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May 03, 2017

Mobile Apps Aren't Dead: They're Shapeshifting

By Special Guest
Patrick Amori, Mobile Expert and Founder of Mobile Evolution Marketing

Since Steve Jobs unveiled the first iPhone in 2007, the rise of mobile technology and applications has resulted in the market becoming more mainstream and more saturated. Recently, discussions within this space have focused on whether the “death” of the mobile app is inevitable. Those involved in this discussion point to user fatigue, the decline in app downloads and the oversaturation of the mobile app space as markers of the industry’s doom. However, mobile apps are not poised on the edge of the grave, but rather on the edge of a transformation.

The mobile app industry today

It is true that mobile app usage is experiencing an overall decline. We find that less than 4 percent of all apps in the App Store get more than 1,000 downloads and, according to a recent report from eMarketer, the number of apps used on smartphones each month has dropped from an average of 21 apps per month in 2016 to 20 per month in 2017.

This number is decreasing because of the sheer volume of apps being pushed into the market. Apps are being hastily designed and posted in the App Store without consideration for user experience or long term growth, and they quickly lose user interest or become obsolete. These are the “dying” apps reflected in industry data.

Seventy percent of the time spent on mobile devices is still spent in apps, so there are more opportunities for apps now than ever before. However, gaining a competitive advantage, engaging with users and creating apps that are relevant to their lives presents a greater challenge.

The future of mobile apps

Whilst hundreds of apps “die” every day, the app market is still very much alive. New and old apps simply have to adapt to changing consumer needs and evolving mobile technology in order to succeed.

In the near future, simplicity will be a central design feature in mobile apps. More and more developers are beginning to build mobile platforms that allow users to complete a range of tasks within a single app. One such example is the Bank of America app, which simplifies the banking process by allowing users to make mobile deposits, transfer funds and pay bills with one click. Airbnb has also started consolidating its in-app services by adding a Trips feature, which gives users the options to book unique local activities alongside their accommodation. There’s no need to transfer between different applications when multiple functions can be condensed into and accessed from one place.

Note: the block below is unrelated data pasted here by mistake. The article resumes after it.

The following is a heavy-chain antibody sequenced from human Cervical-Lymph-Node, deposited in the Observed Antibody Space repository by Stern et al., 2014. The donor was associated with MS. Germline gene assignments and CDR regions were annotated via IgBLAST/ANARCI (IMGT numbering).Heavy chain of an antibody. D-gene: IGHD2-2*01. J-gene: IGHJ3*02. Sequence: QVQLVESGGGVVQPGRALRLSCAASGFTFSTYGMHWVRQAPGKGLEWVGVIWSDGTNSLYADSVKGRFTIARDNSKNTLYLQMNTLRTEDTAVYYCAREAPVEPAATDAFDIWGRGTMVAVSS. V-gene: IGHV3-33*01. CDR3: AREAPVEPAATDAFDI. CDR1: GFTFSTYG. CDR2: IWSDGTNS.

Partnerships are another important aspect of the mobile app’s future. Apps will increasingly rely on partnerships to increase user activation in exchange for in-app benefits. We can see this trend in recent partnerships like that between Uber and Chase’s “Chase Liquid” service, which encouraged consumers to sign-up for a new Uber account, link it to their Chase bank card and receive a 50 percent discount on their first two Uber rides.

Simplicity and partnerships may not be enough though to save the new mobile apps pouring into the market. Harnessing the power and engagement of powerful individuals and organizations, or “influencers,” will be the next big trend in mobile. Influencers are already beginning to exhaust the limits of traditional social media – for example, last year YouTube made headlines when it allegedly refused to pay some of its biggest stars for their videos – and thus need new ways to share content and actively engage with their fans. These influencers will gradually shift away from social media and start using their own branded mobile apps to communicate with fans, share new content and sell their merchandise.

White label app developer FanHero is a perfect example of a company leading the evolution of the influencer app market. With its combination of personalized apps, state of the art monetization platform, deep user analytics and custom growth team to support every app launch, FanHero helps influencers break free from the traditional social media model. Its apps allow influencers to create fully branded apps that help engage with 100 percent of their fans (versus a minute fraction like social media), which leads to increased fan touch points and monetization opportunities, thus encouraging influencers to continue expanding the apps.

Also, as the mobile app evolved we went from downloads being the main KPI, to installs and to finally registered users. Now we are at the point where the registered users are no longer enough. Engagement, user experience and ultimately monetization is the name of the game now; outdated apps will continue “dying” to make way for better, simpler and stronger apps that successfully connect with and monetize user communities.

About the Author

Patrick Amori founded Mobile Evolution Marketing in 2014. He works as a mobile viral marketing strategy consultant, growth hacking expert, and user acquisition and revenue strategy consultant for Fortune 500 companies and startups. In his current role, Patrick is responsible for developing and executing high-impact ASO strategies, viral marketing campaigns and app optimization techniques to improve user base and mobile revenue for 50+ app startups.

Edited by Alicia Young

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